Two senior Democrats in the United States Senate have invited Prime Minister Binyamin Netanyahu to a closed-door meeting with Democratic senators during his upcoming visit to Washington, Reuters reported on Monday.
According to the report, Senators Richard Durbin and Dianne Feinstein extended the invitation "to maintain Israel's dialog with both political parties in Congress," according to a letter they sent to the Israeli leader.
The invitation by the Democrats comes after weeks of quarreling between Democrats and Republicans over Netanyahu’s Congress speech.
The invitation to Netanyahu was extended by House Speaker John Boehner, who did so without consulting the White House or the Democrats, and later explained he felt it was important to do an end-run around White House "interference".
Democrats were outraged, with Democratic Senator Patrick Leahy saying he would not attend the speech and accusing Republican leaders in the House of Representatives of "unilaterally" arranging and politicizing Netanyahu's planned address.
The speech has also stoked tensions between Washington and Jerusalem, as the White House made clear that neither President Barack Obama nor Secretary of State John Kerry would meet with Netanyahu while he is in Washington, citing the proximity of his visit to the elections in Israel.
State Department spokeswoman Jen Psaki has indicated that Kerry will “probably be out of town” during Netanyahu’s speech, and Vice President Joe Biden has also announced that he will be travelling abroad and would not be attending the speech.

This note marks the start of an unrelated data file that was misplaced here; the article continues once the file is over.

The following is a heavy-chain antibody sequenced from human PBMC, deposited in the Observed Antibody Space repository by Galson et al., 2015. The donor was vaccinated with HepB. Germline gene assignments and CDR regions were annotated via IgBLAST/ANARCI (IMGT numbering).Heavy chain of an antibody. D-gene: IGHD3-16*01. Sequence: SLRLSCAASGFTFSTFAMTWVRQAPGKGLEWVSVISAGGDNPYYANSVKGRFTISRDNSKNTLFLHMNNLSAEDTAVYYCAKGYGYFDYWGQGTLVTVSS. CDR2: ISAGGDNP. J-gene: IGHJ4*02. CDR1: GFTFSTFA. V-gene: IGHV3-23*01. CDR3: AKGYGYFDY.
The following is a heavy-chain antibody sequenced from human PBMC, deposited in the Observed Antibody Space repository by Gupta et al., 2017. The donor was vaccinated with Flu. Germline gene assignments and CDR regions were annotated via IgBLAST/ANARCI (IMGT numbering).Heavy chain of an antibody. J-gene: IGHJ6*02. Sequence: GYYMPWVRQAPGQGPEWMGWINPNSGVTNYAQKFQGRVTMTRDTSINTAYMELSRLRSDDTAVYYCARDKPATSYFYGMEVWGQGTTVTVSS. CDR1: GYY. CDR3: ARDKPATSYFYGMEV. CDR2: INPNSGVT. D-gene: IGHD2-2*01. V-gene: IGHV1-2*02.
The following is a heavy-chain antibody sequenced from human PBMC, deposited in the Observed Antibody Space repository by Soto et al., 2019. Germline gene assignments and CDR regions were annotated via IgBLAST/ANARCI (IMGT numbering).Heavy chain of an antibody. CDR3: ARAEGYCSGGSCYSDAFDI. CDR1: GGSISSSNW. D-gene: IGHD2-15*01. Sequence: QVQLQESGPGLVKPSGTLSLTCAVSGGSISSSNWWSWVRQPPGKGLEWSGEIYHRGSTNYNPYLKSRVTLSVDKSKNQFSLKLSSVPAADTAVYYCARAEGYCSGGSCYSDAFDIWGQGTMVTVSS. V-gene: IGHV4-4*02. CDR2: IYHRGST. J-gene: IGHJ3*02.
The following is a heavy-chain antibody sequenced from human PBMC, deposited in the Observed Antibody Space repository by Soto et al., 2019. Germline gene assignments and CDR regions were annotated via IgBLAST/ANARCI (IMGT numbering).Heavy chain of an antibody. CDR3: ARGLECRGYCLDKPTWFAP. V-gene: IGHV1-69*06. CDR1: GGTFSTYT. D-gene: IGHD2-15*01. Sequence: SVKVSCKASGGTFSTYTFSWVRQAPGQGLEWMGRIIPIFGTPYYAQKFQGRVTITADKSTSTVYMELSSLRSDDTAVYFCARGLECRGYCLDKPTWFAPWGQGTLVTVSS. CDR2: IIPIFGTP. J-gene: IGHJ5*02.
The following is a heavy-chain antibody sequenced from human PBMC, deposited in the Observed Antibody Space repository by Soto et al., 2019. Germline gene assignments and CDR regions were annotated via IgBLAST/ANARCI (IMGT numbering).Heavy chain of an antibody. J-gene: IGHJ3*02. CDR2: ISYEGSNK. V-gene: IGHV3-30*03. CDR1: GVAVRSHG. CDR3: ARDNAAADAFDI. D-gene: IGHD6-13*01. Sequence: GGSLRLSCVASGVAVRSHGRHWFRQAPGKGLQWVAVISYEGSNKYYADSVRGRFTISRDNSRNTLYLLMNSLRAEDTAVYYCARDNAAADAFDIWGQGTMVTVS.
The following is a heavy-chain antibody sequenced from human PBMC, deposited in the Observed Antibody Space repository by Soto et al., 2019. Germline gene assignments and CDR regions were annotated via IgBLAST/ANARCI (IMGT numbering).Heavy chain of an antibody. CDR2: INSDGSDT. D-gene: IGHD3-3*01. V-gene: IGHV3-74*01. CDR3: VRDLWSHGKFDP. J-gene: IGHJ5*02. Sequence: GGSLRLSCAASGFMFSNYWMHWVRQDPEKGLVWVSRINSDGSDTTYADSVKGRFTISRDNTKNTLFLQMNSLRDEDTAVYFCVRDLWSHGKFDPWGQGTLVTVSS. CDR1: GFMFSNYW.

There were also some reports that Washington was punishing Israel for Netanyahu’s speech by not sharing with it some details of the nuclear talks with Iran and by considering snubbing the annual AIPAC conference. These reports have been denied.
"This unprecedented move threatens to undermine the important bipartisan approach towards Israel – which as long-standing supporters of Israel troubles us deeply," Durbin and Feinstein wrote of Netanyahu’s speech, according to Reuters.
"It sacrifices deep and well-established cooperation on Israel for short-term partisan points – something that should never be done with Israeli security and which we fear could have lasting repercussions," they said.
Although some Democrats have said they would not attend Netanyahu's speech to the joint meeting of the House of Representatives and Senate, the session proposed by Durbin and Feinstein would be in addition to the address. It is not intended as an alternative, a Durbin aide said, according to the report.
The two senators have not indicated publicly whether they planned to be at the Israeli leader's address, their spokesmen said.
Durbin is the No. 2 Democrat in the Senate. Feinstein, who has been in the Senate since 1992, is the top Democrat on the Senate Intelligence Committee and a senior member of the Appropriations and Judiciary committees.
The letter was sent on Monday evening. The Israeli Embassy did not have an immediate response to the invitation, noted Reuters.